There are only two tiny factors that we could even find "odd" about the Urban T81 chassis. The first is doing away with tie points for the most part, and only offering some small holes here and there for straps, and the tab system. While we could tend wiring easily enough, we in no way attempted to maximize its potential. With all of those components needed to power a loop or two, we would like a way to keep all of that clean as well. The second thing is less of an oddity, but is something to keep in mind. While the back panel covered our wiring without issue, the panel is so large that it flexes quite a bit, and ours required us to lay the chassis down, and use our hands and forearms to level the panel to get it installed. Outside of that, we honestly have not one complaint about what the Urban T81 offers in its basic feature set, or the way the modular systems work, nor did we see any issues getting anything within reason installed into this chassis.
We only scratched the surface of what this chassis is capable of doing, and with our images and system, it looks like a much smaller system is installed. However, once you take into consideration that you can hang very thick radiators at the top, with fans above the chassis, and still not run into the motherboard, you will realize the true magnitude of the Urban T81. There is also plenty of room for 30mm radiators, and push/pull fan setups. As for the potential up front, that all depends on your specific needs. You could leave the ODD bays in, and a rack for the HDDs, or you can completely gut the front of the chassis as we did, and allow for maximum room and air flow.
Speaking of which, while the chassis is empty up front, we have no complaints about the air flow; in fact, things were nice and chilly in our testing. However, when we began adding the bays back in, we saw the temperatures increase as we added more of them. The low speed fans supplied are fair, but once impeded upon, they lose effectiveness pretty fast.
Thermaltake has shown us that they really have their ear on the market with a chassis such as this. The Thermaltake Urban T81 is a flagship design, and it definitely shows that Thermaltake is out there to offer a chassis that will thrive, since it does almost anything you ask of it so well. While we have seen others that can do similar things with water cooling, we have not yet seen it in a chassis quite like this. While it is large and in charge, the Urban T81 provides a great opportunity for beginners to invest into something elegant and quiet. It will also allow users to take PC cooling to levels as far as their experience and nerve will allow over time, drastically expanding the initial investment.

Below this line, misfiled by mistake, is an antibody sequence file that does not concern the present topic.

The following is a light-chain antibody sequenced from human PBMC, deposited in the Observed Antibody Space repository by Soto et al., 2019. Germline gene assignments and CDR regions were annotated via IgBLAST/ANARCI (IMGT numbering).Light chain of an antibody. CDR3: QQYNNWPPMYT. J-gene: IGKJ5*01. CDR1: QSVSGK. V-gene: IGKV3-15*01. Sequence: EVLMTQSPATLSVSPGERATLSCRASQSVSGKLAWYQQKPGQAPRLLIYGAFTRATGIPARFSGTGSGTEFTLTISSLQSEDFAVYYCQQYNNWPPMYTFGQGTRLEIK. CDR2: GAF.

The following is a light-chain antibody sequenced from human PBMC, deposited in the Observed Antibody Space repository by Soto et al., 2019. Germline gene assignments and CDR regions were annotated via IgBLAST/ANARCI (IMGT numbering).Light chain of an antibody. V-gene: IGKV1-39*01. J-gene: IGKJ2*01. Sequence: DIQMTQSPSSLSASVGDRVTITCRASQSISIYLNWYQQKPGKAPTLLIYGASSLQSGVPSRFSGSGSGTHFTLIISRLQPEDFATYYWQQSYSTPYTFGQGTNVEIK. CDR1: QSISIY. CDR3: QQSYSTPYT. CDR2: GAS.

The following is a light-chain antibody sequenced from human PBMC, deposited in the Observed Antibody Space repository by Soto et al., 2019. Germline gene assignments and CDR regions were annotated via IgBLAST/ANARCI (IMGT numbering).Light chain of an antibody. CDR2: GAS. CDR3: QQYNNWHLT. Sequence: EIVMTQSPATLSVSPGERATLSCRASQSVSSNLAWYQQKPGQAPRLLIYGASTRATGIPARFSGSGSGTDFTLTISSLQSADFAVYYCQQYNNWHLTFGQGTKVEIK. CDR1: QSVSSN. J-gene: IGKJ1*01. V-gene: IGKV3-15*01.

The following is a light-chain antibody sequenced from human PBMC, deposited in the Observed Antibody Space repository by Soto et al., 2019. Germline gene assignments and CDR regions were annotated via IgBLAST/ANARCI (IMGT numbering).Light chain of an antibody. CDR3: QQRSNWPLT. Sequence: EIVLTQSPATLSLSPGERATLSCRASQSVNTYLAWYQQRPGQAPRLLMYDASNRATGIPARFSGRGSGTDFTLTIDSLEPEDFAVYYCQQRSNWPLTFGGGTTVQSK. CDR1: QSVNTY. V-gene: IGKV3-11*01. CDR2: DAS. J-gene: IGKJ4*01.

For enthusiasts, you know what you need in a chassis design to install an existing loop. But, for those who have a plan for a loop or two, and need plenty of options and modularity in a structurally sound design to make it happen, then the Urban T81 might just be the perfect fit for you. The fact that it looks so good, doesn't disturb you with ear splitting noise levels, and that it can and will house a ton of gear, all spices up the deal when it comes to that near $175 price point.
PRICING: You can find the THERMALTAKE URBAN T81 for sale below. The prices listed are valid at the time of writing, but can change at any time. Click the link to see the very latest pricing for the best deal.
United States: The THERMALTAKE URBAN T81 retails for $172.24 at Amazon.
Recommended for You
- We at TweakTown openly invite the companies who provide us with review samples / who are mentioned or discussed to express their opinion of our content. If any company representative wishes to respond, we will publish the response here.
Latest News Posts
- Shazam's first trailer injects fun, and color into the DCEU
- DC unleashes first Aquaman trailer during SDCC 2018
- GeForce GTX 1170 benchmark surfaces, faster than GTX 1080 Ti
- Escape the 'Isle of Dogs' in our Blu-ray giveaway!
- Apple's new MacBook Pro SEVERELY THROTTLES from Core i9 heat
- Z97X-SLI doesn't recognize NVME-SSD
- Design a Colorful SSD contest
- NZXT Kraken M22 CPU Cooler Review
- Question about ASROCK 970 Extreme3 1.0
- MSI X470 Gaming M7 AC (AMD X470) Motherboard Review
- Micron Launches Industry's First Enterprise SATA Solid State Drives Built on Leading 64-layer 3D NAND Technology
- Micron, Rambus, Northwest Logic and Avery Design to Deliver a Comprehensive GDDR6 Solution for Next-Generation Applications
- Toshiba Memory America Unveils UFS Devices Utilizing 64-Layer, 3D Flash Memory
- ASUS Announces GeForce GTX 1070 Ti Series Gaming Graphics Cards
- ASUS Announces ASUS Hangouts Meet Hardware Kit